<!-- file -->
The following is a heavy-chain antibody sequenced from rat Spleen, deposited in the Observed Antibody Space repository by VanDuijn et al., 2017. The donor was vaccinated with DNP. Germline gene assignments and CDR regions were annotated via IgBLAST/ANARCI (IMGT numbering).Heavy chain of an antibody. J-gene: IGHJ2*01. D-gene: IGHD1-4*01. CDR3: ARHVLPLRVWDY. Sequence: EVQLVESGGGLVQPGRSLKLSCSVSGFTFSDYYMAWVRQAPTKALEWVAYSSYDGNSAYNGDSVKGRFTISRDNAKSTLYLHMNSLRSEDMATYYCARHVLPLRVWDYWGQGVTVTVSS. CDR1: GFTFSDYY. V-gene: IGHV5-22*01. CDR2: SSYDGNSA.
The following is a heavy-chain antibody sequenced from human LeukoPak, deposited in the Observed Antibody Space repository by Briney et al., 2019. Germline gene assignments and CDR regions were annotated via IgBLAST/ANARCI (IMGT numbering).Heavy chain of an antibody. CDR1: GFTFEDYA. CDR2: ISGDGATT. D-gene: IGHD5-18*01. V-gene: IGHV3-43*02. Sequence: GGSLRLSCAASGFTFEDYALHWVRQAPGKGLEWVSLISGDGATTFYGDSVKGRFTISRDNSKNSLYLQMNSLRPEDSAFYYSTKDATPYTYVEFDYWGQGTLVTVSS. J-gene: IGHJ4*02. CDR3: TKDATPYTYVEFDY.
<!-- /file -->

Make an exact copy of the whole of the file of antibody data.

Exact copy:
The following is a heavy-chain antibody sequenced from rat Spleen, deposited in the Observed Antibody Space repository by VanDuijn et al., 2017. The donor was vaccinated with DNP. Germline gene assignments and CDR regions were annotated via IgBLAST/ANARCI (IMGT numbering).Heavy chain of an antibody. J-gene: IGHJ2*01. D-gene: IGHD1-4*01. CDR3: ARHVLPLRVWDY. Sequence: EVQLVESGGGLVQPGRSLKLSCSVSGFTFSDYYMAWVRQAPTKALEWVAYSSYDGNSAYNGDSVKGRFTISRDNAKSTLYLHMNSLRSEDMATYYCARHVLPLRVWDYWGQGVTVTVSS. CDR1: GFTFSDYY. V-gene: IGHV5-22*01. CDR2: SSYDGNSA.
The following is a heavy-chain antibody sequenced from human LeukoPak, deposited in the Observed Antibody Space repository by Briney et al., 2019. Germline gene assignments and CDR regions were annotated via IgBLAST/ANARCI (IMGT numbering).Heavy chain of an antibody. CDR1: GFTFEDYA. CDR2: ISGDGATT. D-gene: IGHD5-18*01. V-gene: IGHV3-43*02. Sequence: GGSLRLSCAASGFTFEDYALHWVRQAPGKGLEWVSLISGDGATTFYGDSVKGRFTISRDNSKNSLYLQMNSLRPEDSAFYYSTKDATPYTYVEFDYWGQGTLVTVSS. J-gene: IGHJ4*02. CDR3: TKDATPYTYVEFDY.